Ava Worthington faith healing death case nearly ready for jury
ReligionNewsBlog.com • Wednesday July 15, 2009
Ore. faith-healing case nearly ready for jury
OREGON CITY, Ore. (AP) — Lawyers on Tuesday gave sharply contrasting biographies of a 15-month-old Oregon girl whose parents believe in faith healing and are charged with manslaughter in her death.
The prosecution’s closing argument said that Ava Worthington of Oregon City suffered much of her life from a cyst that grew to softball size and squeezed her windpipe and esophagus so that she had difficulty breathing and getting food down — and that after months of stunted development she died of pneumonia. Prosecutor Steven Mygrant said the girl’s parents, Carl Brent and Raylene Worthington, failed to provide the medical care that Oregon law requires.
“They refused to acknowledge that obligation, that responsibility, that duty we have when we bring children into this world, in this state,” Mygrant said.
The defense, however, said the child was “a fat baby” with a healthy appetite, playing vigorously with older children, growing out of her clothes — and dying of sepsis, inflammation stemming from infection, that enveloped her like a flash flood.
The Worthingtons are members of the Followers of Christ, an independent church that shuns conventional medicine for spiritual healing practices such as the laying on of hands and anointing the sick with olive oil.
The Worthingtons are accused of manslaughter and criminal mistreatment. Under Oregon law, a conviction requires only 10 votes from the 12-person jury, which is expected to get the case Wednesday.
The defense also criticized the autopsy in the case while the prosecutor said the medical examiner was incorrect in saying in March 2008 that sepsis was a cause of Ava Worthington’s death.
In the girl’s final moments, nobody tried to revive her or call an emergency squad, Mygrant said.
On the weekend she died, he said, “there were three separate occasions when they laid on hands. That’s their 911 call.”
He added, though, that the couple is not on trial for their religious practices but rather for medical neglect.
The trial is the first in the decade since the Oregon Legislature passed a law that bars spiritual healing defenses in most abuse cases, a response to child deaths among churches such as the Followers of Christ.
Medical examiner blasts defense witness on autopsy findings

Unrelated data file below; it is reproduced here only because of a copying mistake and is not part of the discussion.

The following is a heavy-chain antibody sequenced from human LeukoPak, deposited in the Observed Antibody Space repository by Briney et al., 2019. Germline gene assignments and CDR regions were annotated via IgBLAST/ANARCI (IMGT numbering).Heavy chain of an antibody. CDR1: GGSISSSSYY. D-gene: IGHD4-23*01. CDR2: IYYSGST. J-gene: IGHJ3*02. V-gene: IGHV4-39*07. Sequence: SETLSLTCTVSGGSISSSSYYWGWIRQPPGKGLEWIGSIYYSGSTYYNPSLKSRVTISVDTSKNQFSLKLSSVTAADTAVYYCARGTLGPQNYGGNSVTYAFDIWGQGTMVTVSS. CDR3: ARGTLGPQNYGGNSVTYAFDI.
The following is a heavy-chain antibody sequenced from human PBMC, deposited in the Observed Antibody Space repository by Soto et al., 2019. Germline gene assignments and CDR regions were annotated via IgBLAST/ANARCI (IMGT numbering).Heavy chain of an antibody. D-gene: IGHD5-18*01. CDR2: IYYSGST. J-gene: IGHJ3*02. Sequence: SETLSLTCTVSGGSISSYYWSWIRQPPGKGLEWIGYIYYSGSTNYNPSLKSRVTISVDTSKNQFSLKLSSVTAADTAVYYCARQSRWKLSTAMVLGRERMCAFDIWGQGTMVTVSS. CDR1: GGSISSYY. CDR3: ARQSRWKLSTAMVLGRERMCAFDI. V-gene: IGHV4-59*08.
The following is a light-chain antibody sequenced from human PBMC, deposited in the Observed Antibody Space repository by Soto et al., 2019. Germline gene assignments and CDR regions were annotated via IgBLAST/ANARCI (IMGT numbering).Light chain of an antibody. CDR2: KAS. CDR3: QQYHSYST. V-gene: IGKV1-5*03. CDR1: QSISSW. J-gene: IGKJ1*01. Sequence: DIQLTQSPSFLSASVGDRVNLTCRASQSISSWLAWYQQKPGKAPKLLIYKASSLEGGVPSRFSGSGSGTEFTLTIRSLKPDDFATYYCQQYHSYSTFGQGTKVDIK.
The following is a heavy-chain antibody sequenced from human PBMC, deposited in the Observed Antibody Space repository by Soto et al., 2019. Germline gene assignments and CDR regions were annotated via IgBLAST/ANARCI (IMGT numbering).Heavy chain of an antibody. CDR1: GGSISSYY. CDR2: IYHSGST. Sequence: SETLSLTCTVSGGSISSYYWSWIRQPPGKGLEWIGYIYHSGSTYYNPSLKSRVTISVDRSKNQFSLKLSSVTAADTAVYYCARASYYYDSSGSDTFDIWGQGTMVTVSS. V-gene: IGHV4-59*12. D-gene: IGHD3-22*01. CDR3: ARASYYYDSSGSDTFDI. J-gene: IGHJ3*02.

At least two people left an Oregon City courtroom in disgust Tuesday morning and many others lowered their heads, averting their eyes, as the heavy breathing of quiet crying permeated the room when prosecutors showed startling and graphic photos on large television monitors of a neck dissection during 15-month-old Ava Worthington’s autopsy.
The dramatic photos were shown during the final hours of the three-week trial of Carl Brent and Raylene Worthington, who are charged with manslaughter and criminal negligence in the March 2, 2008, death of their ailing daughter.
The Worthingtons’ tiny daughter died at about 7:15 p.m. in her parents’ bed from a blood infection and pneumonia. She also had a large cyst growing on the right side of her neck — described as the size of a man’s wallet — that prosecutors and doctors said could have choked her and left her malnourished.
…[D]efense expert witness Dr. Janice Ophoven of Minnesota cast doubt last week on Deputy State Medical Examiner Christopher Young’s autopsy methods, saying that by removing the chest organs and cutting the bottom of the airway, the tension in the neck was lost and Young couldn’t know the actual orientation of the neck muscles and organs before his dissection.
During cross examination, defense attorney Mark Cogan, who represents Carl Brent Worthington, repeatedly asked Young if he felt his qualifications in assessing Ava’s corpse were equal to those of Ophoven, with 30 years specialty experience in autopsies of children.
“This particular case, the association between a mass and the compression on the airway and the resulting pneumonia that ensued and finding the same infection in the blood, the connection between all this is so rudimentary that a first year medical student could (see it),” Young said.
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